A symbol of international friendship and unity, The Route of Friendship was created by artists from every continent to honor cultures from around the world.
In 1968, Mexico hosted the Olympic Games and aimed to show the world more than just the marvel of athletic performance. Taking to heart the Greek essence of the Olympics, a cultural movement was proposed by German-Mexican artist Mathias Goeritz as part of the festivities to integrate the world of athleticism with that of art and intellect. The project came to fruition and produced events related to music, dance, science, sculpture, painting, among others.
Among the most famous and lasting artistic endeavors from that year is a sculptural corridor that celebrates friendship among competitors and countries. Fittingly called “The Route of Friendship” (Ruta de la Amistad, in Spanish), the corridor consists of 19 monumental sculptures created by sculptors from all over the world. Specifically, the project involved artists from Australia, Austria, Belgium, Czechoslovakia, Spain, the United States, France, Hungary, Israel, Italy, Japan, Morocco, Mexico, the Netherlands, Poland, Switzerland, and Uruguay.
(Willi Gutmann, "El Ancla." The Anchor)
The trip along this route will take you through more than 10 miles (17 kilometers) of international art with sculptures that range from 22 feet (7 meters) to over 85 feet (26 meters) tall. To justify such an immense project, Goeritz said in 1967 that:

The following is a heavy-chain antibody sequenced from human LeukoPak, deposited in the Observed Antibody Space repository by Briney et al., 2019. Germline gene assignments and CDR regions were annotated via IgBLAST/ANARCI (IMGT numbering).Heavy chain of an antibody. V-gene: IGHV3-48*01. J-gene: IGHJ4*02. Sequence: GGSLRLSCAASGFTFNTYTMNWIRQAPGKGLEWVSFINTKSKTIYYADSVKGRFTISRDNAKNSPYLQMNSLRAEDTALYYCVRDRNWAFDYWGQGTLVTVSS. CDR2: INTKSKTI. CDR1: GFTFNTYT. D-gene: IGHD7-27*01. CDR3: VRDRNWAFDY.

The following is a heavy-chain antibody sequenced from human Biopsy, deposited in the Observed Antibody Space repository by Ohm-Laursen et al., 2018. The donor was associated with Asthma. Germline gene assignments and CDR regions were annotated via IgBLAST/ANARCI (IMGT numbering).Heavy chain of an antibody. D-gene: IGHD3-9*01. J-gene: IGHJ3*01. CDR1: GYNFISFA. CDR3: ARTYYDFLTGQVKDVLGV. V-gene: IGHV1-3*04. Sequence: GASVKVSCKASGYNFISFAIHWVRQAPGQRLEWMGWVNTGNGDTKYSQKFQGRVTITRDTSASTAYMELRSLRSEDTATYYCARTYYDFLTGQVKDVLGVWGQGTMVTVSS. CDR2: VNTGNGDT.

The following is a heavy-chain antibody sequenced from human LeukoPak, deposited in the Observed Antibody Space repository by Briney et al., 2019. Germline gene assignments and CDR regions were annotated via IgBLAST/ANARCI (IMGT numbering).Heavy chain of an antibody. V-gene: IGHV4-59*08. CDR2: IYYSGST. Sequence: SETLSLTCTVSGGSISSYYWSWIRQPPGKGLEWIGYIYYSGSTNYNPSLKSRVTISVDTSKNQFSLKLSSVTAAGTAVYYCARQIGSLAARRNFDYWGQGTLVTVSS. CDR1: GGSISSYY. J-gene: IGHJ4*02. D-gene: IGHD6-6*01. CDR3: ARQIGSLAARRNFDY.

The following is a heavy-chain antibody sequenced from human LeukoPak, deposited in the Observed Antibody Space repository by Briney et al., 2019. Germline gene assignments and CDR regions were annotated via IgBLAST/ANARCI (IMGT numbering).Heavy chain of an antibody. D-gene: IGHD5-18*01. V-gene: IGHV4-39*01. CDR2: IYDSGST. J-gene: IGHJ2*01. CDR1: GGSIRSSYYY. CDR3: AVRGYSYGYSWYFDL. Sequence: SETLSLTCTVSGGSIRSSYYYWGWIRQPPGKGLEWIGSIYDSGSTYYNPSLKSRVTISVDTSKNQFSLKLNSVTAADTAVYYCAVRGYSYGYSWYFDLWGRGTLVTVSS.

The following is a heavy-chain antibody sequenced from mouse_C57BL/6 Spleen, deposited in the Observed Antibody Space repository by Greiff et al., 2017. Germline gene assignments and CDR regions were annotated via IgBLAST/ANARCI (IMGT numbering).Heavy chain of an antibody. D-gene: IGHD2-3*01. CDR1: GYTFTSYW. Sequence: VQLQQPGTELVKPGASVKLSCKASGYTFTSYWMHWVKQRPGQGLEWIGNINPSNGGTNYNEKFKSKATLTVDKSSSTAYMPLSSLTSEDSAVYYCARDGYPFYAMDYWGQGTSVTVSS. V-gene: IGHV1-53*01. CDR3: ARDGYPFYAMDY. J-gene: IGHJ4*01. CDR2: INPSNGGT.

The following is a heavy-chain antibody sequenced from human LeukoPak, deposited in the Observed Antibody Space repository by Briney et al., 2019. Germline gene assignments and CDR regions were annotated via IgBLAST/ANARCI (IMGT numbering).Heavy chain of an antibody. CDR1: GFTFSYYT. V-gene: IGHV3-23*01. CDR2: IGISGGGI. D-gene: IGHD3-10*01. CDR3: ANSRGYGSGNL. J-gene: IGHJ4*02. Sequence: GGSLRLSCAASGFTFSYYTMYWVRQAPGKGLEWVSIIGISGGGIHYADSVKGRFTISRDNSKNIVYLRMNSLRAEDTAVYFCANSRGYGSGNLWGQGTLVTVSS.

The environment of the modern man has become increasingly chaotic. [...] The ugliness of many indispensable elements and of publicity in general disfigure urban communities, particularly in the suburbs and among the highways; the latter, in a century of accelerated time and automobiles, has acquired unprecedented significance. As a consequence, there’s an urgent need of artistic design focused in contemporary cities and the planning of public venues. [...] Art, integrated from the beginning of urban planning, is of great importance today. This means that artistic works will distance themselves from their usual environment and establish contact with the masses through total planning.
(Pierre Székely, "El Sol Bípedo." The Bipedal Sun)
The works were selected by an international panel in collaboration with a national one. There were only three requirements for the sculptures: they were to have an abstract design, monumental scale, and utilize concrete as their main building material.
However, after being altogether abandoned for over 25 years, this route was almost forgotten and severely neglected. The sculptures were torn, vandalized, and left in utter disrepair —vulnerable to the rapid urban growth of the areas that surrounded them. This led to a governmental initiative to restore the route by allocating funds for the repair and reconstruction of its pieces. One by one, the colossal sculptures were rebuilt, relying on several programs and the collaboration of many official instances, including the communities that inhabited the nearby neighborhoods.
(Herbert Bayer, "Muro Articulado." Articulated Wall)
The Patronage for the Route of Friendship (Patronato Ruta de la Amistad) was founded in 1994 to coordinate the efforts and rescue the underlying message and value of the original project. Today, the Route of Friendship stands as an international statement of unification that celebrates the world and all people in it. Its message, urgent in today’s political atmosphere, echoes as an inspiration for tolerance and as a symbol of collaboration. And for this reason, it’s certainly worth a visit.
(Grzegorz Kowalski, "Reloj Solar." Solar Clock. Photo By Alupercio, Creative Commons)
(Cover Photo by Imviann, Creative Commons)
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